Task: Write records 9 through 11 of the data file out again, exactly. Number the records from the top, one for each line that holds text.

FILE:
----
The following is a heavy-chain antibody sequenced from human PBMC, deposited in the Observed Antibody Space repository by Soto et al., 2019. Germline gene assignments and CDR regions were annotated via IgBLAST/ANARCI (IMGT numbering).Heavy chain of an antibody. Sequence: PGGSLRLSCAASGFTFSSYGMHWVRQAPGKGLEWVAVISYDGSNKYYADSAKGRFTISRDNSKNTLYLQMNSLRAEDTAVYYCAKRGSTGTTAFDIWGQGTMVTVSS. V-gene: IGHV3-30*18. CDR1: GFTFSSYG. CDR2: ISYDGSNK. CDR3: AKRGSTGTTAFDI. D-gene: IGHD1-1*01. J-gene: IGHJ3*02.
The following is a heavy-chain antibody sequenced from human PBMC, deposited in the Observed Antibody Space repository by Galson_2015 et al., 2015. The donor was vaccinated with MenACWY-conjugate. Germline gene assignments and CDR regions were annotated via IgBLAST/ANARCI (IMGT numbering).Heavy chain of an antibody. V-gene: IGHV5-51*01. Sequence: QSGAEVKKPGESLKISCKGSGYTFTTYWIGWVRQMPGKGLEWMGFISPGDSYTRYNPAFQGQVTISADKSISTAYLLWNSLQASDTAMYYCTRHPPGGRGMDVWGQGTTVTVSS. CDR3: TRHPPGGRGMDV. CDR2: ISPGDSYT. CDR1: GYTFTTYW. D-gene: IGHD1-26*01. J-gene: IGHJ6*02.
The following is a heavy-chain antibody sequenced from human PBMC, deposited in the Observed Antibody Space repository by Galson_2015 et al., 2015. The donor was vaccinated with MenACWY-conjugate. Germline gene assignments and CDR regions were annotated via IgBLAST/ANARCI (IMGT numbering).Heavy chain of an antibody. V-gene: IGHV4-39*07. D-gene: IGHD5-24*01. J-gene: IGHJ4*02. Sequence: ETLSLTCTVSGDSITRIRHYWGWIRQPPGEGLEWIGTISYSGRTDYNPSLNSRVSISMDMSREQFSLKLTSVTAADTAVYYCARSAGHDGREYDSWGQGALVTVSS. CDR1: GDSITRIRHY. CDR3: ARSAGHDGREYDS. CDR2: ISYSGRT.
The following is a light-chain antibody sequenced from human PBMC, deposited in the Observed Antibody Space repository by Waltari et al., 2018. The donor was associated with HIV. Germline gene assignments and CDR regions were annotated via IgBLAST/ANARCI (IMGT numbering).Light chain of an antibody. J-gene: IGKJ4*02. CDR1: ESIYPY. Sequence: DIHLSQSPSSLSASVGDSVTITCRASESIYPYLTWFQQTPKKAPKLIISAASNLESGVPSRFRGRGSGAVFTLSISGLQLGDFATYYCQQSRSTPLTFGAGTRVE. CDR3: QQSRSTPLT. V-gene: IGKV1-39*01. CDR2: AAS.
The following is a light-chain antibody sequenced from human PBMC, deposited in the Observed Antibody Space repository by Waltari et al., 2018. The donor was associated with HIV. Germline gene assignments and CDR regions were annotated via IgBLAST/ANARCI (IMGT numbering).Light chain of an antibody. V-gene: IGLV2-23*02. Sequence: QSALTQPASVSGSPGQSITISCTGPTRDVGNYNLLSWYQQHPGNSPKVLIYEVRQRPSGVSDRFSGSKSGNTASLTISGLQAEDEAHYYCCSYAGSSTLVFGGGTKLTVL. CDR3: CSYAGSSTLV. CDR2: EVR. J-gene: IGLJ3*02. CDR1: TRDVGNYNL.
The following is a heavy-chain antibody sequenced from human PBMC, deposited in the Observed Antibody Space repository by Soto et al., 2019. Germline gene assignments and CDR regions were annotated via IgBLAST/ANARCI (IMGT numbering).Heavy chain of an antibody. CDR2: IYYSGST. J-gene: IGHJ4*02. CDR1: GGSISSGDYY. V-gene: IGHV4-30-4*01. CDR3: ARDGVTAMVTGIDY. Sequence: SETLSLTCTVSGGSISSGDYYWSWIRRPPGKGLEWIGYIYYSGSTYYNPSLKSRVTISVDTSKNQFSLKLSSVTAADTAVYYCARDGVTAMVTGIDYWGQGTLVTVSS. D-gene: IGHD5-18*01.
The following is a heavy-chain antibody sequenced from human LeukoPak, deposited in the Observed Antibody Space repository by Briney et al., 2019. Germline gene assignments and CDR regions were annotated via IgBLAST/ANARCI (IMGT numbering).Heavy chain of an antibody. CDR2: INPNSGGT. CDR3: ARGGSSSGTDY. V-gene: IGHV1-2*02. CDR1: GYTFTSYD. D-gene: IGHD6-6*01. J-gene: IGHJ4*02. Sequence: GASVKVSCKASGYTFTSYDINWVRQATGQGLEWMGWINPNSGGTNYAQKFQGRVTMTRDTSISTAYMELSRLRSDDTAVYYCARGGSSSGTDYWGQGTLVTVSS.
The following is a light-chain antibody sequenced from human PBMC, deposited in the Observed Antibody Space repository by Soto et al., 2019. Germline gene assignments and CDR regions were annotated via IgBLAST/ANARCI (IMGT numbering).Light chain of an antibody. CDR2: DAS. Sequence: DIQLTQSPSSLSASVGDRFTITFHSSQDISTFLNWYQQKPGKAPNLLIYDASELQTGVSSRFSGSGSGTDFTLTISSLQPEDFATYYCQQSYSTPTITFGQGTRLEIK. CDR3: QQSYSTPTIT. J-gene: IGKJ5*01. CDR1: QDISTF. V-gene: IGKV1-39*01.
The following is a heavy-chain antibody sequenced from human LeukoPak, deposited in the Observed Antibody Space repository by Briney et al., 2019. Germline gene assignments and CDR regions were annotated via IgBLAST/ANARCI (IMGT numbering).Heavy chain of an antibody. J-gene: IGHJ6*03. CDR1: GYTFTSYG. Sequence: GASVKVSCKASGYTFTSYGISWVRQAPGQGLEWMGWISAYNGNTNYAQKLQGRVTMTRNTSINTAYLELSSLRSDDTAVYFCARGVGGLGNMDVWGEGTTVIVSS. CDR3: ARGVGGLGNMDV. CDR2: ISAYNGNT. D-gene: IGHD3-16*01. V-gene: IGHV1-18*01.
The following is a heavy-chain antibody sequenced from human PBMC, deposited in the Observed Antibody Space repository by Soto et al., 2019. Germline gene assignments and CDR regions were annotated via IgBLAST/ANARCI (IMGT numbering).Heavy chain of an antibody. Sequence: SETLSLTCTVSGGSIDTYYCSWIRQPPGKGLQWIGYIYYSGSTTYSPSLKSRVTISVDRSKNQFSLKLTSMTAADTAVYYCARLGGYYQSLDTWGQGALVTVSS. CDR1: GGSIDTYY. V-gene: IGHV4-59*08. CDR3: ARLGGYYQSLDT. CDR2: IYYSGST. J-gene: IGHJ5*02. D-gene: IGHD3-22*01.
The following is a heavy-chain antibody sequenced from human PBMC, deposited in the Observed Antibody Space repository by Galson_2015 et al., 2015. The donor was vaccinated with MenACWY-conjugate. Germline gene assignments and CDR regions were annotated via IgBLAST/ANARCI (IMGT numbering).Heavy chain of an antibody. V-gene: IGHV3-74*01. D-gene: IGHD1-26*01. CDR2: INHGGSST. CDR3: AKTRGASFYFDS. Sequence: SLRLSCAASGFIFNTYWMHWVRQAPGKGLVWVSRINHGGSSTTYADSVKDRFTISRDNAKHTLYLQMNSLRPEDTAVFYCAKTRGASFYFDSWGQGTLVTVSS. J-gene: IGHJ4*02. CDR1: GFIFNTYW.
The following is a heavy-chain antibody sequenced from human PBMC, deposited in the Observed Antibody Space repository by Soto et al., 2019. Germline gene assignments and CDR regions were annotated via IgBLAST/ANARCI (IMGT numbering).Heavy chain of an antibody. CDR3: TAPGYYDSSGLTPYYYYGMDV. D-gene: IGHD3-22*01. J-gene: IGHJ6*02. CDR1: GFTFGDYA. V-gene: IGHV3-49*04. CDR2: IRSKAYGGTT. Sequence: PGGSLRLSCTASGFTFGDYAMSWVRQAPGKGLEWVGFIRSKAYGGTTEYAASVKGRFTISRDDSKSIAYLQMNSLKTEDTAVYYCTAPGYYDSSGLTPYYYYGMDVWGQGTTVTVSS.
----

The following is a heavy-chain antibody sequenced from human LeukoPak, deposited in the Observed Antibody Space repository by Briney et al., 2019. Germline gene assignments and CDR regions were annotated via IgBLAST/ANARCI (IMGT numbering).Heavy chain of an antibody. J-gene: IGHJ6*03. CDR1: GYTFTSYG. Sequence: GASVKVSCKASGYTFTSYGISWVRQAPGQGLEWMGWISAYNGNTNYAQKLQGRVTMTRNTSINTAYLELSSLRSDDTAVYFCARGVGGLGNMDVWGEGTTVIVSS. CDR3: ARGVGGLGNMDV. CDR2: ISAYNGNT. D-gene: IGHD3-16*01. V-gene: IGHV1-18*01.
The following is a heavy-chain antibody sequenced from human PBMC, deposited in the Observed Antibody Space repository by Soto et al., 2019. Germline gene assignments and CDR regions were annotated via IgBLAST/ANARCI (IMGT numbering).Heavy chain of an antibody. Sequence: SETLSLTCTVSGGSIDTYYCSWIRQPPGKGLQWIGYIYYSGSTTYSPSLKSRVTISVDRSKNQFSLKLTSMTAADTAVYYCARLGGYYQSLDTWGQGALVTVSS. CDR1: GGSIDTYY. V-gene: IGHV4-59*08. CDR3: ARLGGYYQSLDT. CDR2: IYYSGST. J-gene: IGHJ5*02. D-gene: IGHD3-22*01.
The following is a heavy-chain antibody sequenced from human PBMC, deposited in the Observed Antibody Space repository by Galson_2015 et al., 2015. The donor was vaccinated with MenACWY-conjugate. Germline gene assignments and CDR regions were annotated via IgBLAST/ANARCI (IMGT numbering).Heavy chain of an antibody. V-gene: IGHV3-74*01. D-gene: IGHD1-26*01. CDR2: INHGGSST. CDR3: AKTRGASFYFDS. Sequence: SLRLSCAASGFIFNTYWMHWVRQAPGKGLVWVSRINHGGSSTTYADSVKDRFTISRDNAKHTLYLQMNSLRPEDTAVFYCAKTRGASFYFDSWGQGTLVTVSS. J-gene: IGHJ4*02. CDR1: GFIFNTYW.